How the Net helps us to think

13th June 1997 at 01:00
Chris Abbott talks to Ron Beyers, director of technology at St Alban's College, Pretoria, South Africa

Which information technology product - software or hardware - has made a difference to your life?

The Internet, which we are using to develop curriculum materials (worksheets, diagrams and animations, for example). Until now we have been locked in the minds of the programmers, who have dictated what we think as well as how we think. The education system in South Africa has been designed to give access to information. The apartheid era put the monopoly of education squarely in the hands of the government, but St Alban's College has a long history of a commitment to education and has been involved in outreach programmes since 1976.


The first Internet project was the development of Standard 7 (lower secondary) biology. The material was translated into an Internet format. After inspections by the World Bank, some funds were made available to continue with the project. The basic methodology behind the program is for teachers and pupils to access the information together. If this is not possible, pupils may still be able to interact with the information and learn effectively from it. We hope teachers will also use the information to upgrade their own skills as preparation for lessons.

What do you likedislike about it?

The disadvantages are the bandwidth (capacity) that is needed. It was decided to go into the project with the future in mind and not let present constraints limit what can be delivered. Much of the information on the Internet is useful, but it is not in a format that pupils in South Africa will be able to use. Our site is an attempt to address these issues.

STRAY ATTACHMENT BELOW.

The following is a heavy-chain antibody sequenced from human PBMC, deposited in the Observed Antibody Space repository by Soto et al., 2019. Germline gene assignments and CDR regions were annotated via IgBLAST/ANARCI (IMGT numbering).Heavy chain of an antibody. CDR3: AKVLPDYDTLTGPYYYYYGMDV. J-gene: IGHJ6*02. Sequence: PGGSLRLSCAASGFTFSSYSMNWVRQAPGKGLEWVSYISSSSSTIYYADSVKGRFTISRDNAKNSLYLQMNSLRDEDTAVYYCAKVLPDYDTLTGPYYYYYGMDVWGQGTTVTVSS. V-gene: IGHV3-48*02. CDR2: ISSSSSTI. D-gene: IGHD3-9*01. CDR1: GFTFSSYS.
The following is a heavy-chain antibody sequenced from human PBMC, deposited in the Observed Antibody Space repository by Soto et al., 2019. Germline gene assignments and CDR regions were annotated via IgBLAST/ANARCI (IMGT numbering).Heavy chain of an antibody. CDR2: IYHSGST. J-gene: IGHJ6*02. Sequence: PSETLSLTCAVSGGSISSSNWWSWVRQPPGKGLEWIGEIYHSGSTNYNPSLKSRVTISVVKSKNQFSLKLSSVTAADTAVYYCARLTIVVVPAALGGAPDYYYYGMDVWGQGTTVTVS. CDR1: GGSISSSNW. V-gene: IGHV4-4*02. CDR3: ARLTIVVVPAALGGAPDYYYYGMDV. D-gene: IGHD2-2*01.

When did you start using it?

We started developing our biology resource in November 1995 and we completed it in February this year.

Who decided to buy it, and were you involved in the choice?

It was a school decision; we agreed that the Internet would help us achieve some of our aims.

How does it compare with other ways of tackling the same tasks?

It compares very favourably and has had very positive comments from a number of people and organisations.

How do you think it could be improved?

This is just the initial phase of the project; with further funding it could be expanded to cover more subjects. Experience will help us to develop better materials in the future.

If you had more funding, what would you invest in?

The funds would be ploughed into developing other subjects. St Alban's has the infrastructure to cope with this type of project. We are content developers, but we need to find funding to fulfil our aims, and we also need other organisations to come to the party. We are involved in a project called Adopt-A-Network which operates between St Alban's College, research funders and Mamelodi, a black township on the outskirts of Pretoria. With further funding we are convinced that we can tap into the vast resources of the teachers at the college, and, by importing those skills which we lack, we can make a significant difference to the education of all pupils in South Africa.

The St Alban's College home page is at Ron Beyers can be contacted at

Subscribe to get access to the content on this page.

If you are already a Tes/ Tes Scotland subscriber please log in with your username or email address to get full access to our back issues, CPD library and membership plus page.

Not a subscriber? Find out more about our subscription offers.
Subscribe now
Existing subscriber?
Enter subscription number


The guide by your side – ensuring you are always up to date with the latest in education.

Get Tes magazine online and delivered to your door. Stay up to date with the latest research, teacher innovation and insight, plus classroom tips and techniques with a Tes magazine subscription.
With a Tes magazine subscription you get exclusive access to our CPD library. Including our New Teachers’ special for NQTS, Ed Tech, How to Get a Job, Trip Planner, Ed Biz Special and all Tes back issues.

Subscribe now